The condition of support teachers in this emergency reopening of the schools was described by Maddalena Gissi, secretary of CISL Scuola: “There are 21,000 vacancies, but it was possible to hire only 1,657 people, all due to a lack of candidates.” In the Italian school system, there are “259,757 students with special needs, for whom there are almost 200,000 teachers, 52% of whom are precarious.”

As the event was underway on Sunday, the Ministry of Education reiterated that the appointment of annual substitute teachers would be completed by next week. The unions, however, described a different state of affairs: “30-40% had been appointed until a few days ago, and, according to our calculations, the number will not go over 50%,” said Pino Turi (UIL Scuola). In addition to the vacant teacher positions, there are many irregularities in the awarding of the points for the Provincial Substitute Lists, published online starting this year. The unions expect an avalanche of appeals in the coming months.

For weeks, we have been hearing about the epic struggles around school desks, with or without wheels. This was what the government deemed most urgent. The desks—not new spaces to halve the number of students in overcrowded classrooms, not the permanentization of precarious workers to ensure the right to study and knowledge for students. To date, there are just 400,000 desks out of more than 2 million requested, as we wait for new data. “The schools have reopened only thanks to the sacrifices made by teachers and staff. All the problems still remain to be solved,” added Rino Di Meglio from GILDA.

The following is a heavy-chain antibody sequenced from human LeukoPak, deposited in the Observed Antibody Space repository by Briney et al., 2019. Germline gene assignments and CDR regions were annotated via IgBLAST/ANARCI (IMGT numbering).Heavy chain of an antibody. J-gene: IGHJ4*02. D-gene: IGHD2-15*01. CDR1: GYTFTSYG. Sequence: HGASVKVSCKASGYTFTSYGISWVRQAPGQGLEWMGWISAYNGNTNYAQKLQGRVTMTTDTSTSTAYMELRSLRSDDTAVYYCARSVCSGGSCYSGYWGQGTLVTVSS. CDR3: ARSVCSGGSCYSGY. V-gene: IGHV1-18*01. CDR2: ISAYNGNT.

The collective public hearing conducted yesterday from the stage of the Roman protest was useful for deconstructing the parallel reality presented by the government. On Sunday, Prime Minister Conte claimed that “the school year has resumed in an orderly way, respecting the rules, a symbol of an Italy that is getting up and starting to run again.” Conte added even more flourishes to this feat of rhetorical athletics, speaking at the Festival of Economics in Trento: “In this context, asking to have all the substitutes on September 14 means living in the world of fairy tales.”

However, if we pay attention, nobody has asked for that; the demands have been to make positions permanent and to establish a prospective reform of teacher recruitment. “The government would do well not to underestimate this protest,” noted Annamaria Furlan (CISL). That’s good advice, given that there are millions of people experiencing the reality of a school system that is a shadow of its former self, seeing firsthand the distance between the official announcements and reality.

The platform of the broad social alliance set up by ”Priority for the Schools” includes the allocation of 20 billion of the Recovery Fund and at least 1% of GDP for education. This needs to be “stable and constant,” said Francesco Sinopoli (FLC CGIL), who recalled the need to renew the contract for the education sector in order to increase what are the lowest wages in Europe. “It is the bare minimum, after 20 years of cuts,” added Costanza Margiotta of “Priority to the Schools.”

“The decisive test will be the next budget law. It’s time to start a real debate and think about a real reform,” added Maurizio Landini (CGIL).

“The dispute is important, but so is the exercise in collective imagination about what and how to teach and learn. This movement has begun to make it a reality,” concluded Maddalena Fragnito of “Priority for the Schools.”